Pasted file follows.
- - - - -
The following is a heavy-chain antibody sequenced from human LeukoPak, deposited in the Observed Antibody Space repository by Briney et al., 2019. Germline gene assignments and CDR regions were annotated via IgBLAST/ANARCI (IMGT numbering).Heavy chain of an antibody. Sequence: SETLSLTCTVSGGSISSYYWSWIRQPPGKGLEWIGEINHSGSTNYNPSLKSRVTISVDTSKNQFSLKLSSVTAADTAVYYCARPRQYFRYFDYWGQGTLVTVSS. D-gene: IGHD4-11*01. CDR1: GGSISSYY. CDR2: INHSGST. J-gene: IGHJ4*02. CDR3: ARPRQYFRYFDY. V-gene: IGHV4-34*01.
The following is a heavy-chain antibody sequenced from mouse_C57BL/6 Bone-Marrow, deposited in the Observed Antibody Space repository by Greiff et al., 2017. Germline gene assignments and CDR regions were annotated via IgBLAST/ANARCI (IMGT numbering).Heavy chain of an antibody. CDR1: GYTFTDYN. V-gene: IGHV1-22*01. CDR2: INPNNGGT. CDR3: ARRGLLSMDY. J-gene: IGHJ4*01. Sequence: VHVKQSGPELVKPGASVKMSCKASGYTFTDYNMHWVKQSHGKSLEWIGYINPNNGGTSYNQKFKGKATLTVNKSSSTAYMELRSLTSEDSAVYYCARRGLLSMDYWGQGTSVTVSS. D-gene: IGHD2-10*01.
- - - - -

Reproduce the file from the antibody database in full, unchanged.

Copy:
The following is a heavy-chain antibody sequenced from human LeukoPak, deposited in the Observed Antibody Space repository by Briney et al., 2019. Germline gene assignments and CDR regions were annotated via IgBLAST/ANARCI (IMGT numbering).Heavy chain of an antibody. Sequence: SETLSLTCTVSGGSISSYYWSWIRQPPGKGLEWIGEINHSGSTNYNPSLKSRVTISVDTSKNQFSLKLSSVTAADTAVYYCARPRQYFRYFDYWGQGTLVTVSS. D-gene: IGHD4-11*01. CDR1: GGSISSYY. CDR2: INHSGST. J-gene: IGHJ4*02. CDR3: ARPRQYFRYFDY. V-gene: IGHV4-34*01.
The following is a heavy-chain antibody sequenced from mouse_C57BL/6 Bone-Marrow, deposited in the Observed Antibody Space repository by Greiff et al., 2017. Germline gene assignments and CDR regions were annotated via IgBLAST/ANARCI (IMGT numbering).Heavy chain of an antibody. CDR1: GYTFTDYN. V-gene: IGHV1-22*01. CDR2: INPNNGGT. CDR3: ARRGLLSMDY. J-gene: IGHJ4*01. Sequence: VHVKQSGPELVKPGASVKMSCKASGYTFTDYNMHWVKQSHGKSLEWIGYINPNNGGTSYNQKFKGKATLTVNKSSSTAYMELRSLTSEDSAVYYCARRGLLSMDYWGQGTSVTVSS. D-gene: IGHD2-10*01.